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Planck unveils the universe — now and then

From the closest portions of the Milky Way to the farthest reaches of space and time, the new all-sky Planck image is an extraordinary treasure chest of new data for astronomers.
Provided by ESA, Noordwijk, Netherlands
Planck all-sky survey
The microwave sky as seen by Planck.
ESA
July 6, 2010
The European Space Agency's (ESA) Planck mission has delivered its first all-sky image. It not only provides new insight into the way stars and galaxies form, but also tell us how the universe itself came to life after the Big Bang.

"This is the moment that Planck was conceived for," said David Southwood, director of science and robotic exploration at ESA. "We're not giving the answer. We are opening the door to an Eldorado where scientists can seek the nuggets that will lead to deeper understanding of how our universe came to be and how it works now. The image itself and its remarkable quality is a tribute to the engineers who built and have operated Planck. Now the scientific harvest must begin."

From the closest portions of the Milky Way to the farthest reaches of space and time, the new all-sky Planck image is an extraordinary treasure chest of new data for astronomers. The main disk of our galaxy runs across the center of the image. Immediately striking are the streamers of cold dust reaching above and below the Milky Way. This galactic web is where new stars are being formed, and Planck has found many locations where individual stars are edging toward birth or just beginning their cycle of development.

Less spectacular, but perhaps more intriguing, is the mottled backdrop at the top and bottom. This is the "cosmic microwave background (CMB) radiation." It is the oldest light in the universe, the remains of the fireball out of which our universe sprang into existence 13.7 billion years ago.

While the Milky Way shows us what the local universe looks like now, those microwaves show us what the universe looked like close to its time of creation, before there were stars or galaxies. Here we come to the heart of Planck's mission to decode what happened in that primordial universe from the pattern of the mottled backdrop.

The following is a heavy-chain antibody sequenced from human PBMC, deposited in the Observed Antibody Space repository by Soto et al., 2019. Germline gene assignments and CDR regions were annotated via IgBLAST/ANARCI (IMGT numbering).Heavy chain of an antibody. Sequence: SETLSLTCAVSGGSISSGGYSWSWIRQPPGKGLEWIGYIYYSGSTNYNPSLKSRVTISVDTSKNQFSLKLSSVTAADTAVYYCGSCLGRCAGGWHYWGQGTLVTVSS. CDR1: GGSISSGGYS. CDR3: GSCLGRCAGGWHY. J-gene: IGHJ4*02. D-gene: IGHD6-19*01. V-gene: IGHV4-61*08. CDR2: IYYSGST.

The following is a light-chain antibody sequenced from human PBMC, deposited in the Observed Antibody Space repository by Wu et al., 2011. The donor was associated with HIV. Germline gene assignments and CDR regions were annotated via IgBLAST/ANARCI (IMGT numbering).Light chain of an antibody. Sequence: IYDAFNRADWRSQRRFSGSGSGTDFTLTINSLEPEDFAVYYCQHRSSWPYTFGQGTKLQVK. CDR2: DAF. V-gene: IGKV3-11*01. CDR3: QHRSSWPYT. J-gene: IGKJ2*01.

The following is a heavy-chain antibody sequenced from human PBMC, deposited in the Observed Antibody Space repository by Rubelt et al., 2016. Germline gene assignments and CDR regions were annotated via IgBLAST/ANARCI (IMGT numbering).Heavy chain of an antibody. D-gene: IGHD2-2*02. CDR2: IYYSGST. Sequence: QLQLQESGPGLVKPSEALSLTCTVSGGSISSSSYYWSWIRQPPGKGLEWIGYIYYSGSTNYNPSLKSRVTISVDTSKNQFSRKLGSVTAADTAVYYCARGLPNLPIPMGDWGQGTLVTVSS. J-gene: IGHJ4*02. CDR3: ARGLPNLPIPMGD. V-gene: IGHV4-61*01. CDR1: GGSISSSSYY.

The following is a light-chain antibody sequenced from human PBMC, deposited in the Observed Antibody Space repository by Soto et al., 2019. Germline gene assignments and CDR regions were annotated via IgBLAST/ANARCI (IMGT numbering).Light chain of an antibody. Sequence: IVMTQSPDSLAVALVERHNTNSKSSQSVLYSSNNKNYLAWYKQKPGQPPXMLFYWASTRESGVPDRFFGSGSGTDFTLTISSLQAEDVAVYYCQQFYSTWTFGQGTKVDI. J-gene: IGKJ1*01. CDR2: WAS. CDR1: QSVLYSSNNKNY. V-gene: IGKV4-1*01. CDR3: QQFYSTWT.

The microwave pattern is the cosmic blueprint from which today's clusters and superclusters of galaxies were built. The different colors represent minute differences in the temperature and density of matter across the sky. Somehow these small irregularities evolved into denser regions that became the galaxies of today.

The CMB covers the entire sky, but most of it is hidden in this image by the Milky Way's emission, which must be digitally removed from the final data in order to see the microwave background in its entirety.

When this work is completed, Planck will show us the most precise picture of the microwave background ever obtained. The big question will be whether the data will reveal the cosmic signature of the primordial period called inflation. This era is postulated to have taken place just after the Big Bang and resulted in the universe expanding enormously in size over an extremely short period.

Planck continues to map the universe. By the end of its mission in 2012, it will have completed four all-sky scans. The first full data release of the CMB is planned for 2012. Before then, the catalog containing individual objects in our galaxy and whole distant galaxies will be released January 2011.

"This image is just a glimpse of what Planck will ultimately see," said Jan Tauber, project scientist at ESA.
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